One ramification of the global ageing phenomenon is the shrinking workforce numbers, especially in the developed world.    Because of this shift, much emphasis has been placed on ways to keep older workers in the job market, providing experience and stability to the workplace.

However the reverse seems to be the case in Australia, where the Department of Health and Ageing recently published a report showing that age discrimination  is still very much alive and well.

The survey results, entitled Valuing and Keeping Older Workers, revealed that 44% of younger workers felt that hiring older workers would increase costs to the company and 66% said that it was unlikely that the older workers would increase know-how and experience.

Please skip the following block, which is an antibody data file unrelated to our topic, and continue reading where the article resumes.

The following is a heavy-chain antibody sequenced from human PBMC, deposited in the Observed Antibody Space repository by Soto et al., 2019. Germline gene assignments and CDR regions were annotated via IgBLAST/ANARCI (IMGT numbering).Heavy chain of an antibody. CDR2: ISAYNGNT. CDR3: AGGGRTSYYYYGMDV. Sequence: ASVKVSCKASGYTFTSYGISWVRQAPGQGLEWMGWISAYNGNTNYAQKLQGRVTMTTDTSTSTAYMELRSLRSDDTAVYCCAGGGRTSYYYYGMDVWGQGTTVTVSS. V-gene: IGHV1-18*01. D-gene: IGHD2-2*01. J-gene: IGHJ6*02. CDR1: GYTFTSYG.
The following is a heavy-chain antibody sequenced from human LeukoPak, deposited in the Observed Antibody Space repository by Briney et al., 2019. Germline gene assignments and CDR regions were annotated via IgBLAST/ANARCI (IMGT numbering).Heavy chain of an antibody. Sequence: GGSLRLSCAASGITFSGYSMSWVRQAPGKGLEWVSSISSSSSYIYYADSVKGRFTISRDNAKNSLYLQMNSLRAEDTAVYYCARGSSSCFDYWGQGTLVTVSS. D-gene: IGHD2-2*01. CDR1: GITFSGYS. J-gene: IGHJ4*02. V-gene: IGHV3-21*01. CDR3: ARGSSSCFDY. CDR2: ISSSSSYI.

Australia introduced their Age Discrimination Act in 2004, but National Seniors Australia reports that  many companies continue to try to find ways around the law.     This may be about to change as the Australian government projects that the proportion of working age people is projected to fall and is already producing skills shortages.   A change  will be needed to avert the impact on national productivity.